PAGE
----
Quiet morning on the Danube, paddling again after too long a time. It is a workday morning and despite being inside the city of Belgrade, we have the entire river to ourselves. In the middle of it, one Eurasian Hobby greets us on its way from one bank to another. A quick dip into a side branch, for a few Black-crowned Night-Herons, but a thick carpet of floating vegetation stops us after half a mile. Back in the river, a Black Stork flies over to the large island where it lands to forage in the now forgotten pond, which was another river branch some 20 years ago, when it was possible to canoe its entire length. In the meantime, the natural succession of the vegetation has effectively cut it off. A flock of eight Black Terns is flying upstream, while a dozen Common Terns fly downstream. All those movements happen literally 1.4 miles from the central city square.
Later that day, I was driving along the dirt tracks of Deliblato Sands, a steppe on sand dunes, a sunny and dry habitat that attracts European Bee-eaters, Tawny Pipits and such. There were loads of the first, but none of the second – and I came specifically for the pipits (to make matters worse, I had a fleeting glimpse of a possible suspect). Loess bluff with numerous bee-eaters and one Northern Wheatear and, cut into a low grassy ridge, the set of tracks veers right. Two doves on the wire… Here, I would expect them to be European Turtle-Doves, as opposed to Collared Doves, but they are against the light… until a soft turrr – turrr comes from that direction. Their scientific name is not turtur for nothing. Further on a wire sits a somewhat large-headed small-crow like bird. Checking through the dusty windscreen, I catch a glimpse of bluish plumage – the uncommon European Roller on migration. I am coming closer – the bird is quite tolerant – and taking a few photos.
Not far from Deliblato Sands lies the village of Dubovac and, between it and the Danube, a wetland important for its heronry – in some years among the largest in Serbia. But now it is in a shocking condition – there is hardly any water left in it and heron activity is worryingly low. While this may be a common occurrence in August-September, in spring this place is usually full of water, which keeps the heronry safe from terrestrial predators. Across the low-lying bank, the Danube shallows are waterless, too. Only the tree stumps, left after the riparian forest was clear cut before the huge Iron Gates Dam was filled up in 1970, are protruding from the puddles.
On the way to the other side of the wetland, I encounter more European Turtle-Doves and Bee-eaters, a Red-backed Shrike on a wire and one handsome male Eurasian Hoopoe (cover photo) posing for photos on a fence post (how can I tell a male – easy, it was singing.). Above the reedbeds, there were numerous Common Sand Martins (Bank Swallows), with a few Barn Swallows, while the large herd of grazing cattle (one of them particularly interested in licking the dust off my car) was followed by two dozen Western Yellow Wagtails.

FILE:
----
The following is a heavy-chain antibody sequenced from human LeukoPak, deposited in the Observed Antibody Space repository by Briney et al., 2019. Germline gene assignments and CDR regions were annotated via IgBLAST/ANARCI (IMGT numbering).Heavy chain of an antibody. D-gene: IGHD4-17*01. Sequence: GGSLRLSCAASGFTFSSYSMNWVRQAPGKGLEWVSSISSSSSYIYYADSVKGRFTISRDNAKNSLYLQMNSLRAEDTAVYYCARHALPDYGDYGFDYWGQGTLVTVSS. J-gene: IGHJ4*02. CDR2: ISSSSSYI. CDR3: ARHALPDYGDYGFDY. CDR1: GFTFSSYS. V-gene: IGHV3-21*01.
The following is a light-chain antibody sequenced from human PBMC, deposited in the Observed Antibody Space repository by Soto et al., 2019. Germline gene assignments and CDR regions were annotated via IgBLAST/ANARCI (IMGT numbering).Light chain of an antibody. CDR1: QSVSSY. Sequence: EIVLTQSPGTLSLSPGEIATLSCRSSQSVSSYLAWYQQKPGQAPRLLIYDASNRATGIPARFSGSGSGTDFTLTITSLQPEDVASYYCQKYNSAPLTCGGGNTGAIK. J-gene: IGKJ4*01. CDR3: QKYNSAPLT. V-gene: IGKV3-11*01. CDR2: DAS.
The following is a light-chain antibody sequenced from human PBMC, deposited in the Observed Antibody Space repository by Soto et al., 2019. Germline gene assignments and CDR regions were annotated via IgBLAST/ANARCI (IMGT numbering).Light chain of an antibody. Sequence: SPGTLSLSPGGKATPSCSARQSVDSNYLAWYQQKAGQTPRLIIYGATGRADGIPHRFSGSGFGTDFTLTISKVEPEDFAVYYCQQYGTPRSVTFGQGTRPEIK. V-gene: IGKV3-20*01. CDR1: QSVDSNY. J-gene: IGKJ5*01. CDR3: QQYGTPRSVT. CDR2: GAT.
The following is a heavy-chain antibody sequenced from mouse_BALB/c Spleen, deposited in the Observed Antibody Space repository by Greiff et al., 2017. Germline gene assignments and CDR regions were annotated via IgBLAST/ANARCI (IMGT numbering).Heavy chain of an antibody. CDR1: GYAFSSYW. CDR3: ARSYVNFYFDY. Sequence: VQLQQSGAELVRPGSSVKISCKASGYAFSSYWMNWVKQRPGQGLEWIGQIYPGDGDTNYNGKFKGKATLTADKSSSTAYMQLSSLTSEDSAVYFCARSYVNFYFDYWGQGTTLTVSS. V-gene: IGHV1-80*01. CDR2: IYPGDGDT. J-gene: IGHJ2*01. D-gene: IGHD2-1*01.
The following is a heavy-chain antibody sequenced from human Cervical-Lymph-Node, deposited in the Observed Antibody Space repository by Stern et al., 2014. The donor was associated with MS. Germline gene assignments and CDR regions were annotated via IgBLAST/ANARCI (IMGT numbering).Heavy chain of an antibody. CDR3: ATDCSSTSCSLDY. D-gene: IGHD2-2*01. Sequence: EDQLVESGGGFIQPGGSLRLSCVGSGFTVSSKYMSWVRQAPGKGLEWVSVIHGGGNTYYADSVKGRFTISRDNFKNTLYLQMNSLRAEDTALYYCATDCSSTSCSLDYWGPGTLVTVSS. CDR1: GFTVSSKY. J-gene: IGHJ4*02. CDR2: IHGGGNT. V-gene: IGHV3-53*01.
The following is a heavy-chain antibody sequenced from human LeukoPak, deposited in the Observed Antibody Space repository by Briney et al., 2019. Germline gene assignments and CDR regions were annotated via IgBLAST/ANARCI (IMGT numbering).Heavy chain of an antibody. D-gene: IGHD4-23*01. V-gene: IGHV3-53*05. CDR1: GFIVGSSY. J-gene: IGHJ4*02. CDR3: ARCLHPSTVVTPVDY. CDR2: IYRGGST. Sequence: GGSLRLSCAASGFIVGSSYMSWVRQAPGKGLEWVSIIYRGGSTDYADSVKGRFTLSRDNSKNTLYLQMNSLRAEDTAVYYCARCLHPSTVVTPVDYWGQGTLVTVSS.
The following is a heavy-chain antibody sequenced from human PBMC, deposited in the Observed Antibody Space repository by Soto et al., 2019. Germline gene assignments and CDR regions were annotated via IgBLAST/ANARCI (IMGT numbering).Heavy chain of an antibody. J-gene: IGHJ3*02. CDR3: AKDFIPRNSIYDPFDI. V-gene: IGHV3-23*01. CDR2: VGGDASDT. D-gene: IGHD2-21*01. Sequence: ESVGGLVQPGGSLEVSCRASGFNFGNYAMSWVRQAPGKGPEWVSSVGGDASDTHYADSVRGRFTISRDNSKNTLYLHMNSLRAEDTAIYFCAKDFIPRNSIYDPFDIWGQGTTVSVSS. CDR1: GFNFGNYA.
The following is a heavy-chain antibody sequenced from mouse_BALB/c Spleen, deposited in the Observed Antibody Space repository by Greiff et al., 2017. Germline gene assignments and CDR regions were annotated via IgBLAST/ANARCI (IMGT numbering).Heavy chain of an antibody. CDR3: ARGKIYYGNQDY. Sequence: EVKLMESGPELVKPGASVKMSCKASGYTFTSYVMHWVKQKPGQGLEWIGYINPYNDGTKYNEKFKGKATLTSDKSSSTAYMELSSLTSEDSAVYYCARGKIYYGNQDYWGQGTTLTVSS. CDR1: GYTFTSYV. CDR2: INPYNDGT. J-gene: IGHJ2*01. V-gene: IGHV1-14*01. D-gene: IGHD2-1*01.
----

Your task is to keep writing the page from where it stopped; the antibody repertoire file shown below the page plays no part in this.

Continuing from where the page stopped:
The final site of the day was sewage ponds of the sugar factory by the town of Kovin. Unlike the Dubovac wetland, the problem here was not the lack of water, but the abundance of it! All the lower, inner dykes were entirely submerged and gulls and terns devoid of their favourite nesting sites. Black-headed Gulls somehow managed to build 31 nests on a few dead tree trunks left in the water, but Common Terns require bare soil and not having any on inner dykes – which were a safe haven, they build 16 nests on the higher outer dyke, a place exposed to foxes and stray dogs. Compared to the last spring, there is only a half the number of terns and five times less gulls. This sugar factory is closed for years already and there is no one to talk to, but building a nesting raft here would be of greatest importance.
The next morning found me at the Reva Pond with a group of primary school kids. The kids were great – it was a small group, really interested in birds and nature (all but one, which is way above the average) and their interest lasted for good hour and a half (again, above the average; afterwards it was time for some shade and ice-cream). One girl even claimed that she wants “to become an ornithologist when she grows up”.
A group of Whiskered Terns was flying towards us low above the water and then by us, for everyone to see them well. A lazy raft of Ferruginous Ducks and, overhead, two Common Cuckoos chasing each other. The Eurasian Golden Oriole female was seen in flight while, at the same time, the male was playing its flute. One very cooperative Little Bittern was climbing up the reed stems only a few metres from us. One girl observing a Squacco Heron stalking prey commented out loudly: “I can see you now… You have no clue that I can see you! I can see what you are doing… I know what you are doing: you’re chilling out!”